• Linda Smith

Cancer Caregivers Go Bag

Updated: Jun 14, 2019

When my sweet, beautiful sister was battling cancer, we found ourselves frequently needing to head off to either the hospital, a chemo apt or a Dr.’s visit. Sometimes those visits were planned and sometimes they had a “gotta go now” urgency. Either way, we learned that over time having a “go bag” packed

with all of our nurturing and necessary items smoothed the journey. We kept this bag ready to go in the car and used it not only for medical visits but for any time that we were out and about. I repacked it after every trip and kept it current. It also helped any other of her caregivers be ready without having to think it through each time or risk leaving something behind that might be needed.

It’s an easy, customizable kit and I share it with you here because at some point, most of us will find ourselves being a caregiver to someone we love. It’s a role few of us feel trained in or prepared for. While love and caring in any form is the key always, I hope a little kit like this may be useful to you or someone you care about. Consider packing it in a washable, light weight shoulder bag ready to go whenever you are.

  1. Caregiver’s Go Bag

  2. Notebook with all meds and dosages kept up to date, Doctors’ names, contact info and visit info, extra blank pages to add more notes.

  3. Pen or two.

  4. Extra travel set of meds in case you are out longer than you expect. This is so important when pain meds are needed. Knowing you have it with you and won’t miss a needed dose can significantly reduce anxiety for the loved one.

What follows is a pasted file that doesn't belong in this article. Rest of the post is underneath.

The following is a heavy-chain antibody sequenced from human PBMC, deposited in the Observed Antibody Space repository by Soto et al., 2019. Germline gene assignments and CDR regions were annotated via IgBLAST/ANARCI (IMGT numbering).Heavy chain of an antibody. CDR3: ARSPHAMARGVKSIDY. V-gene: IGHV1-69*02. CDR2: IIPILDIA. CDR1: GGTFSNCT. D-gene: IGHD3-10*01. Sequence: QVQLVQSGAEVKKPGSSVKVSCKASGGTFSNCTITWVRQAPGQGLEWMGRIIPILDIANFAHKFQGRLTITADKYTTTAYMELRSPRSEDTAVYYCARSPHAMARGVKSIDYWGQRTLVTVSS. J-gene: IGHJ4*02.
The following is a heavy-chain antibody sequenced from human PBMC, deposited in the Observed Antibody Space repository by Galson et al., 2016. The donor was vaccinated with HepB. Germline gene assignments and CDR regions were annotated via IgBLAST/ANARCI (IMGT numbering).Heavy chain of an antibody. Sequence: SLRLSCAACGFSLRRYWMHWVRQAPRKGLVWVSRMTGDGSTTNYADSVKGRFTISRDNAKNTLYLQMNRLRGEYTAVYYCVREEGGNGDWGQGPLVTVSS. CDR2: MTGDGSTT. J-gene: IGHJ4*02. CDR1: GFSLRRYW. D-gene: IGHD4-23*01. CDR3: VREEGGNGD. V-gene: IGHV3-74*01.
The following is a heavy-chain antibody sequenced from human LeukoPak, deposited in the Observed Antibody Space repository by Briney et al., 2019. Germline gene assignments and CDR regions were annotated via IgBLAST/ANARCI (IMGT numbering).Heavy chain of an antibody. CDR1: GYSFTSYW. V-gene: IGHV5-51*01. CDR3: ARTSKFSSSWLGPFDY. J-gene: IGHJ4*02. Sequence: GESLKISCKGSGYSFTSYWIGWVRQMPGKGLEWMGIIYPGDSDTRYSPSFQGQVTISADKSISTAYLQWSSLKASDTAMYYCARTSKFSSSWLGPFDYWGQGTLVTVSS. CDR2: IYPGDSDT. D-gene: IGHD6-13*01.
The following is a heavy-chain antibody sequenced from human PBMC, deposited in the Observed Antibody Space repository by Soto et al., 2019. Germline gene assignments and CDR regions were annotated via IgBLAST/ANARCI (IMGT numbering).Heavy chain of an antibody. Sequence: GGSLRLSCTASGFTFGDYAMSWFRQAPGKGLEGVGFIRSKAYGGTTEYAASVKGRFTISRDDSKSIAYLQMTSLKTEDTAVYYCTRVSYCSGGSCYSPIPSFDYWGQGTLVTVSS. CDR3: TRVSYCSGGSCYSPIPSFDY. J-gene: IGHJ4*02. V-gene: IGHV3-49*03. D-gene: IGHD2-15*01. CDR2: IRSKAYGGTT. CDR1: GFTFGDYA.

5. Bottle of water each for the caregiver and loved one.

  6. Bottled protein drink for loved one (I kept some in the fridge and grabbed it on the go).

  7. Lip moisturizer as lips often dry out.

  8. Body lotion for a nurturing hand massage.

  9. Tissues

  10. Light weight, washable and foldable blanket for both warmth and comfort.

  11. Pair of warm socks.

  12. Phone and earbuds with whatever APP and downloadable item gives your loved one comfort. For my sister, that was meditations that she could play during chemo, guided imagery, music and audio books. For my mom, it was crossword puzzles. We had it all cued up and ready.

  13. An object that means something to the loved one. For my sister, it was a set of prayer beads and a small crystal that had been passed around the family to hold our love.

Wishing you and your loved ones health and healing, love and joy, laughter and tears shared along this road. Whatever the outcome, the journey holds it all. Difficult and painful as it was, I’m so very glad that I was there. At the end of the day, it was about “being with” and holding hands, and for us, the final courage of letting go.


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